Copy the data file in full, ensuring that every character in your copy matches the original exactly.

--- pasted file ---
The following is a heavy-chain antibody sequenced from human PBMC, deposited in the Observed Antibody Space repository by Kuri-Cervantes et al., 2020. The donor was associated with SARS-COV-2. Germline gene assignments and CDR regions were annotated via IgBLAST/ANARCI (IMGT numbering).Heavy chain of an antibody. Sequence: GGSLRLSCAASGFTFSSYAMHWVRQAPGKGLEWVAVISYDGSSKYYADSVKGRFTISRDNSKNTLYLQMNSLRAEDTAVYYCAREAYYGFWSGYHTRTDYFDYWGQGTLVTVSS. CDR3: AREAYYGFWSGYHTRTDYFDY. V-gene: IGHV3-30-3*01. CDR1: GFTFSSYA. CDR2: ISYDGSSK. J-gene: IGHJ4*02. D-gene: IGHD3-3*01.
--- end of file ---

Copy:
The following is a heavy-chain antibody sequenced from human PBMC, deposited in the Observed Antibody Space repository by Kuri-Cervantes et al., 2020. The donor was associated with SARS-COV-2. Germline gene assignments and CDR regions were annotated via IgBLAST/ANARCI (IMGT numbering).Heavy chain of an antibody. Sequence: GGSLRLSCAASGFTFSSYAMHWVRQAPGKGLEWVAVISYDGSSKYYADSVKGRFTISRDNSKNTLYLQMNSLRAEDTAVYYCAREAYYGFWSGYHTRTDYFDYWGQGTLVTVSS. CDR3: AREAYYGFWSGYHTRTDYFDY. V-gene: IGHV3-30-3*01. CDR1: GFTFSSYA. CDR2: ISYDGSSK. J-gene: IGHJ4*02. D-gene: IGHD3-3*01.